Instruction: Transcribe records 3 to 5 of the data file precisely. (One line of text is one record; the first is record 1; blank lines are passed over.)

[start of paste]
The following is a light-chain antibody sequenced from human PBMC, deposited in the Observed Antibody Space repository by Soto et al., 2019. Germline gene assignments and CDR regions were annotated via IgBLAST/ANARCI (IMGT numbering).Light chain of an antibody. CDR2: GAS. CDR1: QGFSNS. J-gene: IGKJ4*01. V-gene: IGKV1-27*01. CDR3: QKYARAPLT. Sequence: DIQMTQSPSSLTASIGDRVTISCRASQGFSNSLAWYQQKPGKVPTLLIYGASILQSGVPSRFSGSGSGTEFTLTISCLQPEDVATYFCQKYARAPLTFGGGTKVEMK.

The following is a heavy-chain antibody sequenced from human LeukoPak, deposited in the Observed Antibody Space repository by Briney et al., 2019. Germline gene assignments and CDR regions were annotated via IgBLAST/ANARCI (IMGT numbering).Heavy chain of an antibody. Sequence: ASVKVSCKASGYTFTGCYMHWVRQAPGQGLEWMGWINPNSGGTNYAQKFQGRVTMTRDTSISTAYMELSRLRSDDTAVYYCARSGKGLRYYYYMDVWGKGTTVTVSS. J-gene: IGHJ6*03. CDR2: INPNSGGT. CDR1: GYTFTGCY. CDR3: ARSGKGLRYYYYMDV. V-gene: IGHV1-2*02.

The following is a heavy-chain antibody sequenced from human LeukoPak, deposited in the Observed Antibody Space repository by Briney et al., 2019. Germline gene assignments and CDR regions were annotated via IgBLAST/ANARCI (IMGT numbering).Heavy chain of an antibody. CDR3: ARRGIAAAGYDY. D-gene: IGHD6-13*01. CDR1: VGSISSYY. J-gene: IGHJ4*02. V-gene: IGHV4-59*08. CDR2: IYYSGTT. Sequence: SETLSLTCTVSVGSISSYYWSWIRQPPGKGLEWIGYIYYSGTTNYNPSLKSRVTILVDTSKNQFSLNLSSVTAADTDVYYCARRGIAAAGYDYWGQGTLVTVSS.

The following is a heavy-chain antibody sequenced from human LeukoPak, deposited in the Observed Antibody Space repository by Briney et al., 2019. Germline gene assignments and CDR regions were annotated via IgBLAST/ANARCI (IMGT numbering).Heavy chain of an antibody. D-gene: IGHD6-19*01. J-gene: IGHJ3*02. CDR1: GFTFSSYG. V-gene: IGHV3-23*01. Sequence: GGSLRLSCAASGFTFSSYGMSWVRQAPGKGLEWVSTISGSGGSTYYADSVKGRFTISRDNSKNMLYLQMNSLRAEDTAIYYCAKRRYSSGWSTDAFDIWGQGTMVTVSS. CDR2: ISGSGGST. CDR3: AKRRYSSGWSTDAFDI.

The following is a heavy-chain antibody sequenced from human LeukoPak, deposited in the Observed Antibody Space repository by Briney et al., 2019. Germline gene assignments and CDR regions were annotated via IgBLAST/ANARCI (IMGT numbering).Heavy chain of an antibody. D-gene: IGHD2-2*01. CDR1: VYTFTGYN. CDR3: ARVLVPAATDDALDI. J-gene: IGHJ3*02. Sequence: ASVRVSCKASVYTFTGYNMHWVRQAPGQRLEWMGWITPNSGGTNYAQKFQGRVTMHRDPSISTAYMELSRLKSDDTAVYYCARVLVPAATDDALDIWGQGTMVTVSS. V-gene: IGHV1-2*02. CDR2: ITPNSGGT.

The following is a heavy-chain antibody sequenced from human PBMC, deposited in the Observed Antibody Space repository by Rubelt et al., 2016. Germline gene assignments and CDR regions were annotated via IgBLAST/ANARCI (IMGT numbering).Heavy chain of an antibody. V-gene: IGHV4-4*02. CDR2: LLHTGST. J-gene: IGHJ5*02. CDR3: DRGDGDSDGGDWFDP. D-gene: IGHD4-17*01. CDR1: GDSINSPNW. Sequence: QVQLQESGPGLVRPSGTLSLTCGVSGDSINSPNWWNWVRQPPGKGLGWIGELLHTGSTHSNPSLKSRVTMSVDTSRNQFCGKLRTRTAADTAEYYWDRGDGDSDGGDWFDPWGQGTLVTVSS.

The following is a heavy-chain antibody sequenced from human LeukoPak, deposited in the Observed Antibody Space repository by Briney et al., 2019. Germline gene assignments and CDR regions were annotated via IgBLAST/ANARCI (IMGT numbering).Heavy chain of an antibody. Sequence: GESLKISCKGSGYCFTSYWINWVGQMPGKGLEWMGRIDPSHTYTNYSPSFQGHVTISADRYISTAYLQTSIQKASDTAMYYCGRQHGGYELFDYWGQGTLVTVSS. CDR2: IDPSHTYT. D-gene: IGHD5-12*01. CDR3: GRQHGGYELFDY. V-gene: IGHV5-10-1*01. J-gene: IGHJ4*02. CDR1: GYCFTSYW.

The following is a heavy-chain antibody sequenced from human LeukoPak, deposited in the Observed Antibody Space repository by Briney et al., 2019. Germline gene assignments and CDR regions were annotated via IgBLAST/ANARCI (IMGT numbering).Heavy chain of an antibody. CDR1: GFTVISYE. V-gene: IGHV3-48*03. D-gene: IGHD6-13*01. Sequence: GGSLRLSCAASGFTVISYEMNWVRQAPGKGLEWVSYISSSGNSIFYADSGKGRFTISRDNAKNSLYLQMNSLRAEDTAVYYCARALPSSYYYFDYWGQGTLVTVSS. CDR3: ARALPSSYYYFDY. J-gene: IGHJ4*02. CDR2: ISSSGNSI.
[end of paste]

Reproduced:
The following is a heavy-chain antibody sequenced from human LeukoPak, deposited in the Observed Antibody Space repository by Briney et al., 2019. Germline gene assignments and CDR regions were annotated via IgBLAST/ANARCI (IMGT numbering).Heavy chain of an antibody. CDR3: ARRGIAAAGYDY. D-gene: IGHD6-13*01. CDR1: VGSISSYY. J-gene: IGHJ4*02. V-gene: IGHV4-59*08. CDR2: IYYSGTT. Sequence: SETLSLTCTVSVGSISSYYWSWIRQPPGKGLEWIGYIYYSGTTNYNPSLKSRVTILVDTSKNQFSLNLSSVTAADTDVYYCARRGIAAAGYDYWGQGTLVTVSS.

The following is a heavy-chain antibody sequenced from human LeukoPak, deposited in the Observed Antibody Space repository by Briney et al., 2019. Germline gene assignments and CDR regions were annotated via IgBLAST/ANARCI (IMGT numbering).Heavy chain of an antibody. D-gene: IGHD6-19*01. J-gene: IGHJ3*02. CDR1: GFTFSSYG. V-gene: IGHV3-23*01. Sequence: GGSLRLSCAASGFTFSSYGMSWVRQAPGKGLEWVSTISGSGGSTYYADSVKGRFTISRDNSKNMLYLQMNSLRAEDTAIYYCAKRRYSSGWSTDAFDIWGQGTMVTVSS. CDR2: ISGSGGST. CDR3: AKRRYSSGWSTDAFDI.

The following is a heavy-chain antibody sequenced from human LeukoPak, deposited in the Observed Antibody Space repository by Briney et al., 2019. Germline gene assignments and CDR regions were annotated via IgBLAST/ANARCI (IMGT numbering).Heavy chain of an antibody. D-gene: IGHD2-2*01. CDR1: VYTFTGYN. CDR3: ARVLVPAATDDALDI. J-gene: IGHJ3*02. Sequence: ASVRVSCKASVYTFTGYNMHWVRQAPGQRLEWMGWITPNSGGTNYAQKFQGRVTMHRDPSISTAYMELSRLKSDDTAVYYCARVLVPAATDDALDIWGQGTMVTVSS. V-gene: IGHV1-2*02. CDR2: ITPNSGGT.